• Even when the small opportunities don’t pan out the way you want them to—they help you learn, they give you courage and they move you forward.
  • When your child has fear, you feel it in your gut. But everything they try makes it easier for the next step.
  • The majority of women would not rate “fashion” as their top 3 interests. Why would we continue to pigeon-hole girls into this one thing?
  • Passion can take a lot of different routes.
  • Sometimes the path that looks unlikely or absurd becomes the thing that you do!
  • There are other ways to go with our passions—allow them to come to fruition by looking at what’s done but also listening to your heart and seeing what hasn’t been done yet. What needs need to be filled?
  • There are different kinds of “no”. No, not right now and no, never. When a child faces rejection, it’s tough on kids and it’s tough on the parents.
  • When you get a bunch of “no’s”, look for the positive. Remember to lean on your team.
  • If it’s truly not doing to work out—know when to say “enough is enough.”
  • Don’t be afraid to ask questions. And continue to ask- if someone doesn’t know the answer- go further and ask “who might know?” Who can they connect you with next? It’s like a big puzzle.
  • After 500 “no’s” after 5 years, there was a hard stop. Was it going to work? Should she keep going?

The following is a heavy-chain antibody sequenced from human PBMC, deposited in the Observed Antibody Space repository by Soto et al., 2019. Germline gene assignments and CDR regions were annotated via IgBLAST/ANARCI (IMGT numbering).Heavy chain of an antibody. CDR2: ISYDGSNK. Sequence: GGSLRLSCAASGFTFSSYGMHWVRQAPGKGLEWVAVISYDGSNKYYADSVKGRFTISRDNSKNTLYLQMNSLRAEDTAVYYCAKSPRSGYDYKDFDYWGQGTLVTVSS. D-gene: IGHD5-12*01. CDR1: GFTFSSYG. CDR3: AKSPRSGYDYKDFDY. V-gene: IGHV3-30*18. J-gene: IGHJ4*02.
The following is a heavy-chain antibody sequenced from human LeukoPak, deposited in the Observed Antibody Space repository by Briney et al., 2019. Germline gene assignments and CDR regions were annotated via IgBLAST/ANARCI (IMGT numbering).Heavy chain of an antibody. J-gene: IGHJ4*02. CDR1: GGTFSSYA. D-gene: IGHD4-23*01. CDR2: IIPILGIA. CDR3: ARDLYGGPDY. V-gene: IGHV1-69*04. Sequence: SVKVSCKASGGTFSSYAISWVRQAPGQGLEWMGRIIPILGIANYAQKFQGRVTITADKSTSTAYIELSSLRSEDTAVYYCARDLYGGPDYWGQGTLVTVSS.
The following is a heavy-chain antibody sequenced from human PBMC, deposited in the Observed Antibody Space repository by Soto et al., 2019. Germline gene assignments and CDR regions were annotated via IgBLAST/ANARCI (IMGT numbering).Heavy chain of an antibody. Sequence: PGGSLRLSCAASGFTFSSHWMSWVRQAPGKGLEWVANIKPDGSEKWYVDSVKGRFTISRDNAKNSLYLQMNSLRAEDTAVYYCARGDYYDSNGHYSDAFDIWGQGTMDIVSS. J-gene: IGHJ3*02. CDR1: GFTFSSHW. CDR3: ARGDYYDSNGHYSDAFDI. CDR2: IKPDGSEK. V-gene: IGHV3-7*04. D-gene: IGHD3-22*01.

• Allow your children to fail- it creates hard-working people.

Notable Quotables:

  • “After seeing that line of sexualized dolls at the toy store that day, I told my husband that ‘I’m sick and tired of the negative messages marketed towards girls. I think I can do something about it and create a positive-image product for girls that encourages them to be healthy—physically, mentally and socially through sports and physical activity.’ That’s what started the Go-Go Sports Girls!”
  • “Recognize those small opportunities and make sure you take advantage of them because it’s these little moments that keep moving you forward.”
  • “The anticipation of fear is worse than the fear itself.”
  • “When our children have fear, we feel it in our gut. It’s hard to watch them struggle. But everything they try makes it easier for the next step—for the bigger step—to move forward.”
  • It’s like women and girls in a game of ‘wack-a-mole.’ We start to rise and then are knocked down. I was sick of it. I knew I was 100% right. Whenever someone challenges me, I ask them, ‘what’s the downside?’”
  • “When it comes to a child’s passion, let them venture out and explore.”
  • “Girls play sports—and so should their dolls.”
  • “We must tell our kids; ‘when one door closes, another one opens…but YOU have to be the one who opens it!”
  • “Persistence, above all, is what creates change.”
  • “You can’t do it alone. Ask questions. Ask as many questions as possible—and have an open mind. Sometimes other people’s ideas are better than yours.”
  • “You don’t need to have a big team, huge resources or be overly talented to create change. What you need is to take your best idea, step over fear, find courage, find your passion and persist when things get difficult.”